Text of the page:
Disappearance of Captain Donner

On the evening of April 28, 1937, Captain George R. Donner safely guided his ship, the O.S. McFarland, through the icy waters of Lake Michigan before heading to his cabin for the night. The McFarland picked up 9,800 tons of coal in Erie, Pennsylvania, and was headed west to Port Washington. Captain Donner told his first mate to wake him as they got close to the port. Three hours later, the crewman went to wake the captain to let him know they were approaching the port. He found that the cabin had been locked from the inside but the captain was not inside. There was no sign of Captain Donner anywhere on the ship and no evidence that he left his cabin after going to bed. The mate broke down the cabin cabin, only to find it was empty. A search turned up no clues, and Donner's disappearance remains unsolved.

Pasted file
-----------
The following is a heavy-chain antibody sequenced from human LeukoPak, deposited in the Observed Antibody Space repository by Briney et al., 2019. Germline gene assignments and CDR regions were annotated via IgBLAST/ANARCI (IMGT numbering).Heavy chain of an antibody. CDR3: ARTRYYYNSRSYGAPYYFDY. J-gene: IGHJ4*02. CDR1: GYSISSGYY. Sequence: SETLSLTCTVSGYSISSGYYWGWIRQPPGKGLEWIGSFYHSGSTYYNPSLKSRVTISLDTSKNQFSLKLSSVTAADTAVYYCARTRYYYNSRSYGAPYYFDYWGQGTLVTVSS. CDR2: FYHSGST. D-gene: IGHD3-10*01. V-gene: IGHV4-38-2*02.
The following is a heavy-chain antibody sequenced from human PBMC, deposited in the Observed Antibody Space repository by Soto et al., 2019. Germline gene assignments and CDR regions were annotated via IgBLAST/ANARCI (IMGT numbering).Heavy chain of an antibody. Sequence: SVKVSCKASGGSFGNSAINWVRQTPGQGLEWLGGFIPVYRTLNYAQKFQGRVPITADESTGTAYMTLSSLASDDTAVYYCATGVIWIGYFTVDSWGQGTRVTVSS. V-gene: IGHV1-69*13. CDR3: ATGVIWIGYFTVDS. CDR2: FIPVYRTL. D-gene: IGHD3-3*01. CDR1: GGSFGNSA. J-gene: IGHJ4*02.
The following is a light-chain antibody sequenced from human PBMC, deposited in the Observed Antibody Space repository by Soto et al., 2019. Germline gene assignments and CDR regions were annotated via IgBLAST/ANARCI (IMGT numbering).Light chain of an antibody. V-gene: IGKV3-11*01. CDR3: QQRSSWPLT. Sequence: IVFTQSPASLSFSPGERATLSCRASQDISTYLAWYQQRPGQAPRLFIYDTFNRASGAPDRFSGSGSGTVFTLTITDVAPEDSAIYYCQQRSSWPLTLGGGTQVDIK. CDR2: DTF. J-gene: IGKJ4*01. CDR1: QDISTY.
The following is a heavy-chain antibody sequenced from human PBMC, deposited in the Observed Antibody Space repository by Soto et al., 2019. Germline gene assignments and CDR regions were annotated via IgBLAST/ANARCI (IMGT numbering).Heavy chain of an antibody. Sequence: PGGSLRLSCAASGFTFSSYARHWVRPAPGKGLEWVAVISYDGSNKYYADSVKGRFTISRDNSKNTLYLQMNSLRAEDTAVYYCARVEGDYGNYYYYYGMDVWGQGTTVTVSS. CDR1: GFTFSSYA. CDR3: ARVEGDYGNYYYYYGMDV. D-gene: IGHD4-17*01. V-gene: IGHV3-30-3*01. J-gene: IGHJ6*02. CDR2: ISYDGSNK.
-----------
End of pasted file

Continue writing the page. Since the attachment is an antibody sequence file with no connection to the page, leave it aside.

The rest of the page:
The Disappearance of Northwest Flight 2501

Before we go into the story of what happened, let’s talk a little about the plane itself. The plane was capable of flying nonstop from Chicago to San Francisco. These particular planes were originally built for the US Air Force in Chicago back in 1943. After the war was over, many of these planes were bought by airlines and turned into commercial planes.


It was a nice night in New York, June 23, 1950. Flight 2501 was scheduled to fly from New York to Seattle, WA with a stopover in Minneapolis. 35 year old captain Robert C Lind was at a level so high in his career that many had faith he would know what to do in any situation. Within the last 90 days, he logged in over 100 flown hours. He was joined by co-pilot 35 year old Verne F. Wolfe was also a respectable pilot. Their stewardess, 25 year old Bonnie Ann Feldman tended to a total of 55 passengers which consisted of 27 women, 22 men, and 6 children. Before takeoff, the plane was loaded with 2,500 gallons of fuel, 80 gallons of oil, and 400 pounds of express. The plane itself after being loaded weighed 71,342 pounds, 58 pounds below the max permissible for take off.